Flo Bullough writes on the concept of the water-energy nexus; its implications for energy and water security and the impact of climate change and future planning and regulation.
I first came across the concept of the water-energy nexus when the former UK Chief Scientific Advisor John Beddington discussed the interdependence of food, water and energy as part of his tenure at government: something he described as a ‘perfect storm’. Since then, much has been written about this topic and below is an overview of the issues as they relate to the geosciences.
Water stress and scarcity is one of the most urgent cross-cutting challenges facing the world today and is intrinsically linked with the need for energy. Water is required for extraction, transport and processing of fuel as well as to process fuels, for cooling in power plants and for irrigation in the case of biofuels. While energy is required for pumping, transportation and the purification of water, for desalination, and for wastewater. The interconnectedness is such that water and energy cannot be addressed as separate entities. This interdependence is termed the ‘water-energy nexus’, an approach which allows a more holistic assessment of energy and water security issues. Water scarcity is intensifying due to excessive withdrawal , whilst concern for energy provision is sparked by diminishing fossil fuel reserves and the built-in problem of CO2 emissions and climate change.
Over the last 50 years, the amount of water withdrawals has tripled while the amount of reliable supply has remained constant. This has resulted in depletion of long term water reservoirs and aquifers, most acutely in emerging economies with high population growth such as China, India and areas in the Middle East. Additionally, pressures such as the growing cost of fuel extraction, climate change and the of the energy mix has put pressure on the security of energy supply.
Energy limited by water
The energy sector relies heavily on the use and availability of water for many of its core processes. Resource exploitation, the transport of fuels, energy transformation and power plants account for around 35% of water use globally. Thermoelectric power plants are particularly thirsty and use significant amounts of water accounting for the majority of water use by the energy sector. In the USA in 2007, thermoelectric power generation, primarily comprising coal, natural gas and nuclear energy, generated 91% of the total electricity and the associated cooling systems account for 40% of USA freshwater withdrawals (King et al., 2008).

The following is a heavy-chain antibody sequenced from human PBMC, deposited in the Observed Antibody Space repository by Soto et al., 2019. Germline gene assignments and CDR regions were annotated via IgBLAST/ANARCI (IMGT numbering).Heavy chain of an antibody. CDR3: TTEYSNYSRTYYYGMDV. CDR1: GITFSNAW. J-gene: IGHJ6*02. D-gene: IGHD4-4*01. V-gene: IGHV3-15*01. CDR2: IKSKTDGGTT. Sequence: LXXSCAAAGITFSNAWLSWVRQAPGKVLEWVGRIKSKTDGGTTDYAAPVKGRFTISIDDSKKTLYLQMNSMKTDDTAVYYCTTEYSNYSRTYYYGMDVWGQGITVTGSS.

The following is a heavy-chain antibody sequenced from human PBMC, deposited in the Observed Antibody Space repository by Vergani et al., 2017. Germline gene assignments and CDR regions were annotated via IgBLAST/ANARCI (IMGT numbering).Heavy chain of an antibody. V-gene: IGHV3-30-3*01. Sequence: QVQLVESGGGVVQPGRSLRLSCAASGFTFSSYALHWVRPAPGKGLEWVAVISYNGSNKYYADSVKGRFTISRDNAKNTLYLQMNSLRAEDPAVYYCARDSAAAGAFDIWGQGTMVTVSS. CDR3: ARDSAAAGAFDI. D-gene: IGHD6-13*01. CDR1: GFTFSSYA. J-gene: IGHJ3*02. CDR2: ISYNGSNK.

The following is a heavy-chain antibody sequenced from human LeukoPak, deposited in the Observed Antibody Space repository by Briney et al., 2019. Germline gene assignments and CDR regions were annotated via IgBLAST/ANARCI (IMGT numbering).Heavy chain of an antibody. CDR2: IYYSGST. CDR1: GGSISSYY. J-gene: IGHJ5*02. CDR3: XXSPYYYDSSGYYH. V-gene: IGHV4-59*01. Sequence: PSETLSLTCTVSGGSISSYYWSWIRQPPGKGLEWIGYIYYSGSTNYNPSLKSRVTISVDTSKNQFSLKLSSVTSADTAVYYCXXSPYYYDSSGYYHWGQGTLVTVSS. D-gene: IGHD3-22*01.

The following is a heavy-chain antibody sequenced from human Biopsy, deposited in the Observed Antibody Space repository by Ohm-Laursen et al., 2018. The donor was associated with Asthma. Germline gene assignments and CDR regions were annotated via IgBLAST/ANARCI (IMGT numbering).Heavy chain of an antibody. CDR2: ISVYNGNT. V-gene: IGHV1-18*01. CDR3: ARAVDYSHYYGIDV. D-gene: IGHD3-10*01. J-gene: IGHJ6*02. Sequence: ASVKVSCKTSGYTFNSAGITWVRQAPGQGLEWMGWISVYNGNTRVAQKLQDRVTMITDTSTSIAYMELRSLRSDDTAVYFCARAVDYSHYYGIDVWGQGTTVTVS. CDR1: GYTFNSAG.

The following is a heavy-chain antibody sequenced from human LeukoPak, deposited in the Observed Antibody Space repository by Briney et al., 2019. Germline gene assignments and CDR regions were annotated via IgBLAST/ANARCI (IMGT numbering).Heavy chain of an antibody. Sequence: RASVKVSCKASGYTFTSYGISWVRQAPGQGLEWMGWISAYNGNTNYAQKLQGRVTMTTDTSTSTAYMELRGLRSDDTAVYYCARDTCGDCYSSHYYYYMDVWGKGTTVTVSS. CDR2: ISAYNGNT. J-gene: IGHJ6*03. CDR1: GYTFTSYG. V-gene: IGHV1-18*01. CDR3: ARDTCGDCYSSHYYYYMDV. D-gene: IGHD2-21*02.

Of the different types of power plants, gas fired plants consume the least water per unit of energy produced, whereas coal powered plants consume roughly twice as much water, and nuclear plants two to three times as much. By contrast, wind and solar photovoltaic energy consume minimal water and are the most water-efficient forms of electricity production.
There has been much discussion over the variable CO2 contributions of different fuels but these can be misleading, as the consideration of water consumption (as opposed to withdrawal, see Link) is often omitted. For example, unconventional fracked gas is often presented as a preferable source of energy over coal due to its reduced associated CO2 emissions, but the extraction of fracked gas consumes seven times more water than natural gas, oil extraction from oil sands requires up to 20 times more than conventional drilling and bio fuels can consume thousands times more water due to the need for irrigation. Additionally, carbon capture and storage (CCS) technology has the capacity to remove CO2 from the system but is also estimated to need 30-100% more water when added to a coal fired power plant. Looking at carbon intensity alone may result in a scenario where electricity production is constrained by water scarcity, while global demand for electricity increases.